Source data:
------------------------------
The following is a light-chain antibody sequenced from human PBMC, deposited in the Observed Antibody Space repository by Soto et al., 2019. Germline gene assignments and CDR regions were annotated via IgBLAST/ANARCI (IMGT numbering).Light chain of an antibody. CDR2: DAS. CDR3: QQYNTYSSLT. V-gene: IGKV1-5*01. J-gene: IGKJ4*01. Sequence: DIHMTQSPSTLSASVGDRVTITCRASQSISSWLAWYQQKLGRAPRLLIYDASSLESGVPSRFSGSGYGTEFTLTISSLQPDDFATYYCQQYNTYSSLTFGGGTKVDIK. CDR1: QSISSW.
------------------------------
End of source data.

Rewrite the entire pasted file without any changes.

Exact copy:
The following is a light-chain antibody sequenced from human PBMC, deposited in the Observed Antibody Space repository by Soto et al., 2019. Germline gene assignments and CDR regions were annotated via IgBLAST/ANARCI (IMGT numbering).Light chain of an antibody. CDR2: DAS. CDR3: QQYNTYSSLT. V-gene: IGKV1-5*01. J-gene: IGKJ4*01. Sequence: DIHMTQSPSTLSASVGDRVTITCRASQSISSWLAWYQQKLGRAPRLLIYDASSLESGVPSRFSGSGYGTEFTLTISSLQPDDFATYYCQQYNTYSSLTFGGGTKVDIK. CDR1: QSISSW.